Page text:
“The ‘primary role‘ of the hearing committee was ‘to weigh and assess voluminous quantities of evidence,’ the

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Biden intends to nominate a conservative, anti-abortion lawyer to federal judgeship, Kentucky Democrats say

US President Joe Biden intends to nominate an anti-abortion Republican lawyer to a federal judgeship, two Kentucky Democrats informed of the decision say.

The prospective nominee, conservative lawyer Chad Meredith, would serve in a lifetime appointment to the US District Court for the Eastern District of Kentucky.

Meredith’s prospective appointment was first reported by The Courier-Journal.

Kentucky Democrats expressed outrage about Meredith’s expected nomination to the court before it was clear that a vacancy would emerge on the bench. But on Friday, US District Court Judge Karen K. Caldwell of the Eastern District of Kentucky was added to a public list of future federal judicial vacancies, clearing a path for Meredith to potentially join the court.

The US Courts list indicates that Caldwell shared her decision late last month to move into “senior” status as a judge for the court. By taking senior status, US Courts states, judges may choose to handle a reduced caseload; regardless of that caseload, the status creates a vacancy on the court they serve on.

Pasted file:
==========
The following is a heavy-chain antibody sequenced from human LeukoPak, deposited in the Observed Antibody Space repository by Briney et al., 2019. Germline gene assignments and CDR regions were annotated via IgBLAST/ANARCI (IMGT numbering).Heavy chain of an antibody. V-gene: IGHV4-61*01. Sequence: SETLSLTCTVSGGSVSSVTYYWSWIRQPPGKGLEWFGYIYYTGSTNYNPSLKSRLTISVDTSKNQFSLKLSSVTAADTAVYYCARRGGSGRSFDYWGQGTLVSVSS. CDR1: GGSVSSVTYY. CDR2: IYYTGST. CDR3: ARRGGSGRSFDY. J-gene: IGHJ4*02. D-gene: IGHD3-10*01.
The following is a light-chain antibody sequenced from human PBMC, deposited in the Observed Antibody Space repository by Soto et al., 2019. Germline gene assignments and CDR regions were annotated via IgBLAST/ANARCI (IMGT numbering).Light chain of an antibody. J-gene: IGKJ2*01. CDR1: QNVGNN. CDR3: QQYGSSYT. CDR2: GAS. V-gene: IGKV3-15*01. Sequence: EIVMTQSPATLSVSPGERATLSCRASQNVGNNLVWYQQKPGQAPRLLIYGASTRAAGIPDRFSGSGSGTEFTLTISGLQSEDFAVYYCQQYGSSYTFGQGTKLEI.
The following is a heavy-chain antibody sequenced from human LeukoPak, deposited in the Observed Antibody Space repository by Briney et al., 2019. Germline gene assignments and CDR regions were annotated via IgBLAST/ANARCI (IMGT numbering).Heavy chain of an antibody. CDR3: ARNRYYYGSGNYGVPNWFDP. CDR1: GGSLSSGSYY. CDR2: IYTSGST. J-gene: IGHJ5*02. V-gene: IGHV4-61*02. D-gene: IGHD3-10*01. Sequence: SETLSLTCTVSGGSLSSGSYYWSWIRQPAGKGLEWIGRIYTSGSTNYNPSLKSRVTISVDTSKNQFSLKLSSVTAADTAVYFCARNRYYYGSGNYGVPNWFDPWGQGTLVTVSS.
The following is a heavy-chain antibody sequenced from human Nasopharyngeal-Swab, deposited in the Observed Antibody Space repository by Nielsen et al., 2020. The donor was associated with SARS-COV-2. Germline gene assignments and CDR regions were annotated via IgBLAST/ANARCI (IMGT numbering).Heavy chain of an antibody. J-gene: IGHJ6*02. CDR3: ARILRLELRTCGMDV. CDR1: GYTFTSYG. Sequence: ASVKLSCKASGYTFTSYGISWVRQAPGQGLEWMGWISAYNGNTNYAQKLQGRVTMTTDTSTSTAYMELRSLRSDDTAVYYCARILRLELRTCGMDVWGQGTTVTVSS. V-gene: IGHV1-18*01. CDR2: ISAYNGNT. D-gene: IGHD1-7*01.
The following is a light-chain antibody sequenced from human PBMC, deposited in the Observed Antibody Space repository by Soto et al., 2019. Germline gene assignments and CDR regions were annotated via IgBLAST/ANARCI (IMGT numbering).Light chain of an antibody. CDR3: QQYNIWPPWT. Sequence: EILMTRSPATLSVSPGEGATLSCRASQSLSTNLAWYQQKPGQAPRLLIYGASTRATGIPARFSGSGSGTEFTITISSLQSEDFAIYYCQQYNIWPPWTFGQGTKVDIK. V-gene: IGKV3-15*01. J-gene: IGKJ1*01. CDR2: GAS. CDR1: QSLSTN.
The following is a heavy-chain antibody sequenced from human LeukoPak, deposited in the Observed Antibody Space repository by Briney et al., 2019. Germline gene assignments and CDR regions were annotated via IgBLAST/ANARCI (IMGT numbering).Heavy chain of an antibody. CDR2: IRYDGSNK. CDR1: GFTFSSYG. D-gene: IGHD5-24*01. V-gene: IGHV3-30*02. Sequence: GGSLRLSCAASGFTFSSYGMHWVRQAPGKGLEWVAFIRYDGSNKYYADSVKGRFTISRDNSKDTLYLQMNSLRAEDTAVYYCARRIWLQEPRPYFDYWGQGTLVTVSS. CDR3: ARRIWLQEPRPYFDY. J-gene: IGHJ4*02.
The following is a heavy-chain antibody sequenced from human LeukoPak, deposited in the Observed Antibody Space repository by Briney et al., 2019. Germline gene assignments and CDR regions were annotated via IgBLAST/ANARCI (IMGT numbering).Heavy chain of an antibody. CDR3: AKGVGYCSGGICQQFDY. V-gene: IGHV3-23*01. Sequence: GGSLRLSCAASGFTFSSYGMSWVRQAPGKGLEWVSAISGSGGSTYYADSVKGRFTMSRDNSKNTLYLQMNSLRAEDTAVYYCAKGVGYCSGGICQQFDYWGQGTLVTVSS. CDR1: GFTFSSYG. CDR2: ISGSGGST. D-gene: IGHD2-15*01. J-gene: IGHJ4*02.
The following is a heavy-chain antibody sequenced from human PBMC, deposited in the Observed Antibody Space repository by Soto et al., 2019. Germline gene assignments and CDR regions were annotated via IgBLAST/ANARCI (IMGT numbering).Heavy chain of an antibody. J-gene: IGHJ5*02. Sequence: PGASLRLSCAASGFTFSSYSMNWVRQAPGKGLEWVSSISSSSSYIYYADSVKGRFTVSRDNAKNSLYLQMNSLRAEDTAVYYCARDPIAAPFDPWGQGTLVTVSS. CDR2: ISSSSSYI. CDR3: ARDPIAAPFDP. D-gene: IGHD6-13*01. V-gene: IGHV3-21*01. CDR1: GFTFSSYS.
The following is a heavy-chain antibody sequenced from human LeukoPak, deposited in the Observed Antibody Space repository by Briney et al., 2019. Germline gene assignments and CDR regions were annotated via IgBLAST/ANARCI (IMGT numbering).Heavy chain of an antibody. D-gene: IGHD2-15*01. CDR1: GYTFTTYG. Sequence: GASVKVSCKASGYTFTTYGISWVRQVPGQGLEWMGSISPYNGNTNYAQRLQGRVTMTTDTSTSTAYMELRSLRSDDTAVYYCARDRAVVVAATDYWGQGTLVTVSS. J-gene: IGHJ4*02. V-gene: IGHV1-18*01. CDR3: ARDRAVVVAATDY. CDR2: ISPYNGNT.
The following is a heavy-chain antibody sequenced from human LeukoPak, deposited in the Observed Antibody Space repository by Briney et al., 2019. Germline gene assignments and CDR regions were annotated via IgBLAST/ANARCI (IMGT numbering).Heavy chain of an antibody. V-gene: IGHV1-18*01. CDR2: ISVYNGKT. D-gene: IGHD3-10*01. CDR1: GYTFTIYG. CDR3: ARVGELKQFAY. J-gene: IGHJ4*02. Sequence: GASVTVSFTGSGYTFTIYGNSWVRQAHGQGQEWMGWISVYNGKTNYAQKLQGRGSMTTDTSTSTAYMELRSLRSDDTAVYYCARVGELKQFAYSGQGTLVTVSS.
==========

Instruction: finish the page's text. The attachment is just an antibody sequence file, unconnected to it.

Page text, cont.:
Biden’s prospective nomination comes just as the President is pledging to use everything within his power to fight for abortion rights in the wake of last week’s US Supreme Court decision overturning Roe v. Wade. With the federal constitutional right to an abortion eliminated, states will have to determine abortion rights unless Congress acts.

Meredith previously worked as then-Kentucky Republican Gov. Matt Bevin’s deputy counsel, defending a state law that requires doctors performing abortions to first perform an ultrasound and describe the image on the monitor to the patient.

In court in 2018Meredith argued that the law would make sure women were more fully informed of their decision because “not every patient understands the consequences of the abortion procedure.”

“This is right in the heartland

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Ky. lawyer goes viral for offering free legal help after abortion ruling

A lawyer from a small town in eastern Kentucky has joined the fight to protect reproductive rights, a move she didn’t quite expect until she went viral on Twitter — for offering free legal services.

On June 24, Michelle Lawson tweeted, “​I will provide pro Bono services to women in Kentucky if they are prosecuted for providing or obtaining an abortion,” a message she sent out the same day the Supreme Court overturned Roe v. Waderuling that abortion is no longer a constitutional right and allowing states to determine the legality of the procedure.